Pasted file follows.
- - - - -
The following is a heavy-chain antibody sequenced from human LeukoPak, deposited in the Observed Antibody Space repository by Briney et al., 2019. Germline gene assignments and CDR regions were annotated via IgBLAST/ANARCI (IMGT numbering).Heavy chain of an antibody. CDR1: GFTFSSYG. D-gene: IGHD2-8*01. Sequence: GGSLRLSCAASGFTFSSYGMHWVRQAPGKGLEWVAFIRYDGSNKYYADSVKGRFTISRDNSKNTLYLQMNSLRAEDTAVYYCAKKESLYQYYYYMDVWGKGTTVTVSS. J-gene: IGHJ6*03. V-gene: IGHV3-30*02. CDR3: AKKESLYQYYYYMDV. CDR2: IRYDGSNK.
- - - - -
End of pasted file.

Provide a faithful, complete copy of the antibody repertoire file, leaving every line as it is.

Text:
The following is a heavy-chain antibody sequenced from human LeukoPak, deposited in the Observed Antibody Space repository by Briney et al., 2019. Germline gene assignments and CDR regions were annotated via IgBLAST/ANARCI (IMGT numbering).Heavy chain of an antibody. CDR1: GFTFSSYG. D-gene: IGHD2-8*01. Sequence: GGSLRLSCAASGFTFSSYGMHWVRQAPGKGLEWVAFIRYDGSNKYYADSVKGRFTISRDNSKNTLYLQMNSLRAEDTAVYYCAKKESLYQYYYYMDVWGKGTTVTVSS. J-gene: IGHJ6*03. V-gene: IGHV3-30*02. CDR3: AKKESLYQYYYYMDV. CDR2: IRYDGSNK.